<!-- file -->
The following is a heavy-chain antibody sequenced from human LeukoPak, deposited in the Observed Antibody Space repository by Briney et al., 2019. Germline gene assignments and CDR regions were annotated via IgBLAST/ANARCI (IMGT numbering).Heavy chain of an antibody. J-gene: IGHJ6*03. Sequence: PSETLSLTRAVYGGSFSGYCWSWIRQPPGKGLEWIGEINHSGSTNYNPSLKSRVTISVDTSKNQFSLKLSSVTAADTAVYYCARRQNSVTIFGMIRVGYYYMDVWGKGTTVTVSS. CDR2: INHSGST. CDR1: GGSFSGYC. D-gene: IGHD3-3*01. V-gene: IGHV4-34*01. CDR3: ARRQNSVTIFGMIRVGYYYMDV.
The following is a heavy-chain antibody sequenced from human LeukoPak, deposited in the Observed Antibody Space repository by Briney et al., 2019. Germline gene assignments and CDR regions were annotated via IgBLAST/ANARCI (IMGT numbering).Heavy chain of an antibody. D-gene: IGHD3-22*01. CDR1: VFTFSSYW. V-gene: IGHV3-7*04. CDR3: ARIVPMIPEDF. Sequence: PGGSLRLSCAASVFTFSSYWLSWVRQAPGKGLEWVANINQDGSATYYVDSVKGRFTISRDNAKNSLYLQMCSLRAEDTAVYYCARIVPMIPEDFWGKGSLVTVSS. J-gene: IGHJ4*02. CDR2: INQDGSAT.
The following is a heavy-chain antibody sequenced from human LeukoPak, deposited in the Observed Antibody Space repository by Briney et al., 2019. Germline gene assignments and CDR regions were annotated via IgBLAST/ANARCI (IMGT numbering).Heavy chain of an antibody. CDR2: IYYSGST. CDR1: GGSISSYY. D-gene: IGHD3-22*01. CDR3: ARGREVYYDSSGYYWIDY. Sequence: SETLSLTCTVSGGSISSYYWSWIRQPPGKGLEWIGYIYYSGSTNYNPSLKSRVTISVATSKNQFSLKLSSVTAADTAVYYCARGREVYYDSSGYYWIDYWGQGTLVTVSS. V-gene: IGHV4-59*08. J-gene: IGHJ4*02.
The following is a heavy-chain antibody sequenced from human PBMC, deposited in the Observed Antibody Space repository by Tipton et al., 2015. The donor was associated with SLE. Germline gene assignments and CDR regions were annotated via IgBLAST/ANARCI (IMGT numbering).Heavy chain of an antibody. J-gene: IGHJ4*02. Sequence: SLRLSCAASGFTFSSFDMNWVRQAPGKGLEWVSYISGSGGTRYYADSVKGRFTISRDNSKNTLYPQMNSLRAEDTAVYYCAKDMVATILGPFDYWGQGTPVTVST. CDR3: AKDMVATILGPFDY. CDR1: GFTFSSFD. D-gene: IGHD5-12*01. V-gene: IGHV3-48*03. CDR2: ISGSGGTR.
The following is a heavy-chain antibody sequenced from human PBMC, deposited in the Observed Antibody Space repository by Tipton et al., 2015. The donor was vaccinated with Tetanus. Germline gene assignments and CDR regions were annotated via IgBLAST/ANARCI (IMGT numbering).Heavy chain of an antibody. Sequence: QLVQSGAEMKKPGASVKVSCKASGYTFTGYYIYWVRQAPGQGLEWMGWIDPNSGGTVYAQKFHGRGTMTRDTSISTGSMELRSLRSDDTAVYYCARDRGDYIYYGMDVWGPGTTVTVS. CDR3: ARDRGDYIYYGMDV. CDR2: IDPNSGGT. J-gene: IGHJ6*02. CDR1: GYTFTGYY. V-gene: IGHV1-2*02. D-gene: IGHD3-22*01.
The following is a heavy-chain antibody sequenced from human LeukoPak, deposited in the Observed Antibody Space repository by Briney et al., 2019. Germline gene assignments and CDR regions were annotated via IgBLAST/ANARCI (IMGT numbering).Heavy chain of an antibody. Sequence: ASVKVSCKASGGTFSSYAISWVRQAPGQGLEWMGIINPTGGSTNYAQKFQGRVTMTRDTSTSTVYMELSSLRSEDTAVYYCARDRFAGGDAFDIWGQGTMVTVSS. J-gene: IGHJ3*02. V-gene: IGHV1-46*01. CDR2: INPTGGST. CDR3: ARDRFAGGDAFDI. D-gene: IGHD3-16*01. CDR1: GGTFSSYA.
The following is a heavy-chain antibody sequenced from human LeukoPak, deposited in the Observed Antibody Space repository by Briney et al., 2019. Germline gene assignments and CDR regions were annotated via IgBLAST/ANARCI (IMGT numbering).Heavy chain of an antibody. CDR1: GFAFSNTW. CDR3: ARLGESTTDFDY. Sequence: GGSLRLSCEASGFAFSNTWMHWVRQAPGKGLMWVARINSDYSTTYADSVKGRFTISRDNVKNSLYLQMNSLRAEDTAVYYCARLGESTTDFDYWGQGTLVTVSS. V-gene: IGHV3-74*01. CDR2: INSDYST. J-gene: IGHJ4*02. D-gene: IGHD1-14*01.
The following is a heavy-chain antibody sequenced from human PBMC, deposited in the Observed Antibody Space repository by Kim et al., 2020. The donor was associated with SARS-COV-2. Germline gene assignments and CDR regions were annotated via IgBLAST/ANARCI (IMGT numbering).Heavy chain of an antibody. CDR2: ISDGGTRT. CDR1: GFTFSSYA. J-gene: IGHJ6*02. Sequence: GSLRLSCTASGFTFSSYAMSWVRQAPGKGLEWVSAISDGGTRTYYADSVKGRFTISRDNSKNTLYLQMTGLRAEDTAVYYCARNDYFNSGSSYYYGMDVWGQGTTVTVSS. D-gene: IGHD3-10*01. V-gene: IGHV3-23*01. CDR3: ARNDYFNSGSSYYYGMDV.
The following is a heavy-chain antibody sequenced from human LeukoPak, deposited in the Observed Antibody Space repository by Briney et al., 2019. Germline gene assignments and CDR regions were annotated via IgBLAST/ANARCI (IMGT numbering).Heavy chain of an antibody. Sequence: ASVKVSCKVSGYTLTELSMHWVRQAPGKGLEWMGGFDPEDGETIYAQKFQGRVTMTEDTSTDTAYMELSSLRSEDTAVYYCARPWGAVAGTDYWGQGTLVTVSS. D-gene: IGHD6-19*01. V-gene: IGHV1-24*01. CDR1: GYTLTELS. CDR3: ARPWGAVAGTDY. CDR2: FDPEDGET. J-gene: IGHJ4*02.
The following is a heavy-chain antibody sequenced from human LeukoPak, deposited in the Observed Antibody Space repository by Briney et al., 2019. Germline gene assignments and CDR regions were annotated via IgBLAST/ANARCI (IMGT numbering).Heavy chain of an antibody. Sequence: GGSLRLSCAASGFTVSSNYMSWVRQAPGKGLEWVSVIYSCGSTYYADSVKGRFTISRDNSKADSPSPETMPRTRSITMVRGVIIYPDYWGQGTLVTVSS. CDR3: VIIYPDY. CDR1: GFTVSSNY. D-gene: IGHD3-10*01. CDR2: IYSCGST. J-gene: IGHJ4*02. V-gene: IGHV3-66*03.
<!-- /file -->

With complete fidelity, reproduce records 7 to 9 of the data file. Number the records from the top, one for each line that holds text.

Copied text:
The following is a heavy-chain antibody sequenced from human LeukoPak, deposited in the Observed Antibody Space repository by Briney et al., 2019. Germline gene assignments and CDR regions were annotated via IgBLAST/ANARCI (IMGT numbering).Heavy chain of an antibody. CDR1: GFAFSNTW. CDR3: ARLGESTTDFDY. Sequence: GGSLRLSCEASGFAFSNTWMHWVRQAPGKGLMWVARINSDYSTTYADSVKGRFTISRDNVKNSLYLQMNSLRAEDTAVYYCARLGESTTDFDYWGQGTLVTVSS. V-gene: IGHV3-74*01. CDR2: INSDYST. J-gene: IGHJ4*02. D-gene: IGHD1-14*01.
The following is a heavy-chain antibody sequenced from human PBMC, deposited in the Observed Antibody Space repository by Kim et al., 2020. The donor was associated with SARS-COV-2. Germline gene assignments and CDR regions were annotated via IgBLAST/ANARCI (IMGT numbering).Heavy chain of an antibody. CDR2: ISDGGTRT. CDR1: GFTFSSYA. J-gene: IGHJ6*02. Sequence: GSLRLSCTASGFTFSSYAMSWVRQAPGKGLEWVSAISDGGTRTYYADSVKGRFTISRDNSKNTLYLQMTGLRAEDTAVYYCARNDYFNSGSSYYYGMDVWGQGTTVTVSS. D-gene: IGHD3-10*01. V-gene: IGHV3-23*01. CDR3: ARNDYFNSGSSYYYGMDV.
The following is a heavy-chain antibody sequenced from human LeukoPak, deposited in the Observed Antibody Space repository by Briney et al., 2019. Germline gene assignments and CDR regions were annotated via IgBLAST/ANARCI (IMGT numbering).Heavy chain of an antibody. Sequence: ASVKVSCKVSGYTLTELSMHWVRQAPGKGLEWMGGFDPEDGETIYAQKFQGRVTMTEDTSTDTAYMELSSLRSEDTAVYYCARPWGAVAGTDYWGQGTLVTVSS. D-gene: IGHD6-19*01. V-gene: IGHV1-24*01. CDR1: GYTLTELS. CDR3: ARPWGAVAGTDY. CDR2: FDPEDGET. J-gene: IGHJ4*02.